2,300 shares class B nonvoting common
1,960 shares nonvoting preferred
William 6 shares class A voting common
2,300 shares class B nonvoting common
1,960 shares nonvoting preferred
Judy 6 shares class A voting common
2,300 shares class B nonvoting common
1,933 shares nonvoting preferred
Cecilia 6 shares class A voting common
2,300 shares class B nonvoting common
1,933 shares nonvoting preferred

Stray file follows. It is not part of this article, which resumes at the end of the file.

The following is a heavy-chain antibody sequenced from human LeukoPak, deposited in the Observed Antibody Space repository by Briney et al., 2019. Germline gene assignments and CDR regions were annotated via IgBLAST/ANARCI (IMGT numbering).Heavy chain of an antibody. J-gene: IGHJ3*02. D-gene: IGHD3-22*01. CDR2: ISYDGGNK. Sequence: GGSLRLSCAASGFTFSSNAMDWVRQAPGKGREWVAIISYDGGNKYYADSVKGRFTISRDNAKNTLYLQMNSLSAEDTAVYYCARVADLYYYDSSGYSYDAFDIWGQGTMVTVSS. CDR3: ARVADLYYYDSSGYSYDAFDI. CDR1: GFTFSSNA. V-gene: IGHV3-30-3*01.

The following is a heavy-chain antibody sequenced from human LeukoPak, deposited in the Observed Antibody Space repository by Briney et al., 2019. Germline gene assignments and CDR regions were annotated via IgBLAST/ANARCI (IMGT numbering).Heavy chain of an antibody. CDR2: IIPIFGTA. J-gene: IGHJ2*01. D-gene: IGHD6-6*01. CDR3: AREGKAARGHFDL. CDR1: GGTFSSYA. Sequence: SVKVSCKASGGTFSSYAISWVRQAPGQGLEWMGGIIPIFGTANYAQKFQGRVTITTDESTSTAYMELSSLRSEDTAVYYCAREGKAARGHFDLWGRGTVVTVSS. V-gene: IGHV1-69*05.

Page 352 Each share of CCC preferred stock provided for a non-cumulative dividend of $80. At the time of the reorganization, CCC had adequate earnings to pay these dividends. The Curran companies, however, had historically paid very small dividends and at the time of the reorganization CCC's board of directors did not intend to pay dividends on CCC's preferred stock. The past and present management of CCC believed that profits should be reinvested in the business rather than paid out as dividends. Moreover, the preferred shareholders of CCC could not compel the company to redeem their stock. The board of directors of CCC, however, could call the preferred stock at a charter specified redemption price of $1,000 per share. John and William intended to cause CCC to redeem their preferred shares at the time of their respective deaths for an amount that would produce sufficient income to pay the living expenses of their surviving spouses. They also intended to redeem the preferred shares owned by Cecilia and Judy at the time of each of their husband's deaths for an amount that would produce sufficient income to pay the living expenses of Cecilia and Judy. John and William did not intend to redeem the preferred stock for the stated price of $1,000 per share. After the merger of CCC and HJCCC, John became CCC's president and chairman of its board of directors. William became CCC's vice- president and a member of its board of directors. Jim Johnston, a cousin of John and William, served as CCC's secretary and as the third and final member of its board of directors. As a result of the merger of HJCCC with CCC, CCC became the parent company directly or indirectly of Stahl, Kaneland, Suburban, Curran Development, Holland and Holland, Ltd. These companies were engaged in the following businesses: CCC, Stahl and Kaneland were primarily engaged in he asphalt paving business. CCC performed most of its work in McHenry County, Illinois, which was the site of its asphalt production plant. [5] CCC received approximately 80 percent of its work from Federal, state and local governments. The Page 353 remaining 20 percent of its work was done for larger commercial concerns. Stahl performed most of its work for Northern Illinois University located in DeKalb County, Illinois. DeKalb County was the site of Stahl's asphalt production plant. During the l970s, Northern Illinois University was rapidly expanding. As of May, 1976, this expansion was projected to continue through 1978. Kaneland, which was located in Kane County, Illinois, had no access to an asphalt plant. Kaneland was therefore limited to performing ‘ squirt work‘ in Kane County, which involved spraying oil on dusty gravel roads. Suburban was engaged in the retail sale of heating oil to homeowners and commercial and industrial concerns located on the west side of Chicago and its western suburbs. During the early l970s, Suburban's oil business sharply declined as gas replaced oil as the main energy source for residential and commercial heating. John and William therefore decided on or before May 7, 1976, to dispose of Suburban's retail fuel oil business and become fuel brokers. As fuel brokers, John and William intended to purchase oil from the major refineries and to hire independent truckers to deliver the oil to commercial and industrial concerns in retail quantities. As brokers, John and William would never take actual possession of the fuel. Suburban also owned a parcel of investment property which was located in Oak Brook, Illinois. In 1974, Suburban entered into a contract to sell the property for $740,000. The purchaser subsequently paid an earnest money deposit of $40,000 but eventually defaulted on the contract. Curran Development was formed in the l970s to purchase and hold title to a parcel of land located adjacent to property that had been donated to the DeKalb YMCA. Stahl constructed roads on the acquired property to provide access to the donated property and to facilitate the development of the YMCA. As of May 7, 1976, approximately 50 percent of the parcel had been sold. The company had no plans to acquire or develop additional land. Holland Company was acquired by Suburban in 1974. The company consisted of the following divisions: 1) the rail weld division which manufactured equipment used for Page 354 welding rail on railroads and also provided welding services on a contract basis and 2) the railroad equipment division which designed, patented and sold products that extend the useful life of railroad cars and parts used by the railroad industry. Holland, Ltd. was formed as a subsidiary of Holland for the sole...